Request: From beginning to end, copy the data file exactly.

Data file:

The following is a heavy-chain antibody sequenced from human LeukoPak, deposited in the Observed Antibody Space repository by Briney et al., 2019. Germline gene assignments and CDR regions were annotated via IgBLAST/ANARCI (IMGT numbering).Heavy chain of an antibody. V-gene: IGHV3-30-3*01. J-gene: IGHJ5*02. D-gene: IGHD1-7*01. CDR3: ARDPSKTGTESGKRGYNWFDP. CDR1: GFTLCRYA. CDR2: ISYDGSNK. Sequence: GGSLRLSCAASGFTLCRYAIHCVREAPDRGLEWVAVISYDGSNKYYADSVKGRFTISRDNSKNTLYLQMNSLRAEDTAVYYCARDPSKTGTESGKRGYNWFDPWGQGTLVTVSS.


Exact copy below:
The following is a heavy-chain antibody sequenced from human LeukoPak, deposited in the Observed Antibody Space repository by Briney et al., 2019. Germline gene assignments and CDR regions were annotated via IgBLAST/ANARCI (IMGT numbering).Heavy chain of an antibody. V-gene: IGHV3-30-3*01. J-gene: IGHJ5*02. D-gene: IGHD1-7*01. CDR3: ARDPSKTGTESGKRGYNWFDP. CDR1: GFTLCRYA. CDR2: ISYDGSNK. Sequence: GGSLRLSCAASGFTLCRYAIHCVREAPDRGLEWVAVISYDGSNKYYADSVKGRFTISRDNSKNTLYLQMNSLRAEDTAVYYCARDPSKTGTESGKRGYNWFDPWGQGTLVTVSS.